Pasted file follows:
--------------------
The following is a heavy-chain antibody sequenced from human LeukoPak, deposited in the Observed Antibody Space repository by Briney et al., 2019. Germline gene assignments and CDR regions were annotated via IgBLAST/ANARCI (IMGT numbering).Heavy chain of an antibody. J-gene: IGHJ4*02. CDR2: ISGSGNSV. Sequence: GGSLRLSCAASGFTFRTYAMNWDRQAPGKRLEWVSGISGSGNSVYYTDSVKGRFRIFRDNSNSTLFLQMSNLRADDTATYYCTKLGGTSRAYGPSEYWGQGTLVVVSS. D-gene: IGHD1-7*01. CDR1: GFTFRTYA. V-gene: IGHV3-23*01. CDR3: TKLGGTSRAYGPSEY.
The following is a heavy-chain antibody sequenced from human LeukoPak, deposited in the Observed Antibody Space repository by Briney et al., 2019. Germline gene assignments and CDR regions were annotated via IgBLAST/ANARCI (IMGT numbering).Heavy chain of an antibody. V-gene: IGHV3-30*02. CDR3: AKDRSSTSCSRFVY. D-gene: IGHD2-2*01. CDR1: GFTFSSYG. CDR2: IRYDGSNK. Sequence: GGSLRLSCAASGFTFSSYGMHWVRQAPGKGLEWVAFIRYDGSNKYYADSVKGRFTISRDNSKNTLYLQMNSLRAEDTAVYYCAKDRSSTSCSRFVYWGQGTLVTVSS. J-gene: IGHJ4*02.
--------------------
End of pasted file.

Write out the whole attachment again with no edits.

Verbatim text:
The following is a heavy-chain antibody sequenced from human LeukoPak, deposited in the Observed Antibody Space repository by Briney et al., 2019. Germline gene assignments and CDR regions were annotated via IgBLAST/ANARCI (IMGT numbering).Heavy chain of an antibody. J-gene: IGHJ4*02. CDR2: ISGSGNSV. Sequence: GGSLRLSCAASGFTFRTYAMNWDRQAPGKRLEWVSGISGSGNSVYYTDSVKGRFRIFRDNSNSTLFLQMSNLRADDTATYYCTKLGGTSRAYGPSEYWGQGTLVVVSS. D-gene: IGHD1-7*01. CDR1: GFTFRTYA. V-gene: IGHV3-23*01. CDR3: TKLGGTSRAYGPSEY.
The following is a heavy-chain antibody sequenced from human LeukoPak, deposited in the Observed Antibody Space repository by Briney et al., 2019. Germline gene assignments and CDR regions were annotated via IgBLAST/ANARCI (IMGT numbering).Heavy chain of an antibody. V-gene: IGHV3-30*02. CDR3: AKDRSSTSCSRFVY. D-gene: IGHD2-2*01. CDR1: GFTFSSYG. CDR2: IRYDGSNK. Sequence: GGSLRLSCAASGFTFSSYGMHWVRQAPGKGLEWVAFIRYDGSNKYYADSVKGRFTISRDNSKNTLYLQMNSLRAEDTAVYYCAKDRSSTSCSRFVYWGQGTLVTVSS. J-gene: IGHJ4*02.